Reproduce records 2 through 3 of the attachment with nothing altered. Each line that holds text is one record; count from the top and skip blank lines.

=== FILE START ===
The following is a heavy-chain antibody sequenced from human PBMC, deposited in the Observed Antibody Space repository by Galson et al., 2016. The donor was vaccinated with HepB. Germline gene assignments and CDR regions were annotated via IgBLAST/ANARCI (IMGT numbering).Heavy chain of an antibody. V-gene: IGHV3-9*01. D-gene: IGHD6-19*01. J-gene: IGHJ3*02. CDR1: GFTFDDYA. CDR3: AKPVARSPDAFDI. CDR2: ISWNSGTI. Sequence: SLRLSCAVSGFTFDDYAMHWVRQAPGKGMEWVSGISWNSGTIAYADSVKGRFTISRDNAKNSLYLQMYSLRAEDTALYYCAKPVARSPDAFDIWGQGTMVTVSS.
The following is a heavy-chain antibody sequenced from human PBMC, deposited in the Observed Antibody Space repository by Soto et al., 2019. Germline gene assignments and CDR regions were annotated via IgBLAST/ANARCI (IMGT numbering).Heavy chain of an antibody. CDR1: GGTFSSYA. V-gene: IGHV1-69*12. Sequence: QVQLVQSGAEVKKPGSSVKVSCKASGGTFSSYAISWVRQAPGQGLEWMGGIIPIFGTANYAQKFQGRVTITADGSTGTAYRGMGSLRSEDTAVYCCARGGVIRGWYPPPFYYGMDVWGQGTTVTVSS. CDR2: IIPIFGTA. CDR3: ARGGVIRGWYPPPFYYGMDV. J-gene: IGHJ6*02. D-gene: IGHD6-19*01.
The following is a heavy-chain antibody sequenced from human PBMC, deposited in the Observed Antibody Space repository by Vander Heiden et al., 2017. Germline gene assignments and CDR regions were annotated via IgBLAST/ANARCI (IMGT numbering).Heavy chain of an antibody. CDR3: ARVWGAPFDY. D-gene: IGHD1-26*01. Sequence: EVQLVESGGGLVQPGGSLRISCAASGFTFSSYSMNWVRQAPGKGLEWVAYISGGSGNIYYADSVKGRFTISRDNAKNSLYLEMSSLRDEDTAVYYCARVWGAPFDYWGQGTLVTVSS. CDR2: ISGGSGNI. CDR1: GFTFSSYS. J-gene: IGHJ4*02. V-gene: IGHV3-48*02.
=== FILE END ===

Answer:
The following is a heavy-chain antibody sequenced from human PBMC, deposited in the Observed Antibody Space repository by Soto et al., 2019. Germline gene assignments and CDR regions were annotated via IgBLAST/ANARCI (IMGT numbering).Heavy chain of an antibody. CDR1: GGTFSSYA. V-gene: IGHV1-69*12. Sequence: QVQLVQSGAEVKKPGSSVKVSCKASGGTFSSYAISWVRQAPGQGLEWMGGIIPIFGTANYAQKFQGRVTITADGSTGTAYRGMGSLRSEDTAVYCCARGGVIRGWYPPPFYYGMDVWGQGTTVTVSS. CDR2: IIPIFGTA. CDR3: ARGGVIRGWYPPPFYYGMDV. J-gene: IGHJ6*02. D-gene: IGHD6-19*01.
The following is a heavy-chain antibody sequenced from human PBMC, deposited in the Observed Antibody Space repository by Vander Heiden et al., 2017. Germline gene assignments and CDR regions were annotated via IgBLAST/ANARCI (IMGT numbering).Heavy chain of an antibody. CDR3: ARVWGAPFDY. D-gene: IGHD1-26*01. Sequence: EVQLVESGGGLVQPGGSLRISCAASGFTFSSYSMNWVRQAPGKGLEWVAYISGGSGNIYYADSVKGRFTISRDNAKNSLYLEMSSLRDEDTAVYYCARVWGAPFDYWGQGTLVTVSS. CDR2: ISGGSGNI. CDR1: GFTFSSYS. J-gene: IGHJ4*02. V-gene: IGHV3-48*02.